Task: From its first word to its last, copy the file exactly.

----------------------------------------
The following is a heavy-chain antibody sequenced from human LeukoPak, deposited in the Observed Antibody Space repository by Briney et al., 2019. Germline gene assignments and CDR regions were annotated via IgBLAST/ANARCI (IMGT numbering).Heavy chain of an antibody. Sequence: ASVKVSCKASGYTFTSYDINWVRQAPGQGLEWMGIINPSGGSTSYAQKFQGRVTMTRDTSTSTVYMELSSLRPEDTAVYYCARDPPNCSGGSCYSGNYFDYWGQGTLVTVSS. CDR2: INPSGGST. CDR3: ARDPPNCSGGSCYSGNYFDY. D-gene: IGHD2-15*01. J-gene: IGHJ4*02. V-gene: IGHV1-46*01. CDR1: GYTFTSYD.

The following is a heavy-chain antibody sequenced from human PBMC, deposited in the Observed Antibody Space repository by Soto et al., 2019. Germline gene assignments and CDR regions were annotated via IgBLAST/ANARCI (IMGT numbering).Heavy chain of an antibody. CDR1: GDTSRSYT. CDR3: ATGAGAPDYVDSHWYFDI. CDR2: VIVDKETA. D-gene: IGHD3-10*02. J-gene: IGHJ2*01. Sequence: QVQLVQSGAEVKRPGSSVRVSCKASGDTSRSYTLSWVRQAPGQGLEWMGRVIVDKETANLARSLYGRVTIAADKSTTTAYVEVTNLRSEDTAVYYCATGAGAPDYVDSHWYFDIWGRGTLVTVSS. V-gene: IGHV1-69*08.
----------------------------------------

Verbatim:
The following is a heavy-chain antibody sequenced from human LeukoPak, deposited in the Observed Antibody Space repository by Briney et al., 2019. Germline gene assignments and CDR regions were annotated via IgBLAST/ANARCI (IMGT numbering).Heavy chain of an antibody. Sequence: ASVKVSCKASGYTFTSYDINWVRQAPGQGLEWMGIINPSGGSTSYAQKFQGRVTMTRDTSTSTVYMELSSLRPEDTAVYYCARDPPNCSGGSCYSGNYFDYWGQGTLVTVSS. CDR2: INPSGGST. CDR3: ARDPPNCSGGSCYSGNYFDY. D-gene: IGHD2-15*01. J-gene: IGHJ4*02. V-gene: IGHV1-46*01. CDR1: GYTFTSYD.

The following is a heavy-chain antibody sequenced from human PBMC, deposited in the Observed Antibody Space repository by Soto et al., 2019. Germline gene assignments and CDR regions were annotated via IgBLAST/ANARCI (IMGT numbering).Heavy chain of an antibody. CDR1: GDTSRSYT. CDR3: ATGAGAPDYVDSHWYFDI. CDR2: VIVDKETA. D-gene: IGHD3-10*02. J-gene: IGHJ2*01. Sequence: QVQLVQSGAEVKRPGSSVRVSCKASGDTSRSYTLSWVRQAPGQGLEWMGRVIVDKETANLARSLYGRVTIAADKSTTTAYVEVTNLRSEDTAVYYCATGAGAPDYVDSHWYFDIWGRGTLVTVSS. V-gene: IGHV1-69*08.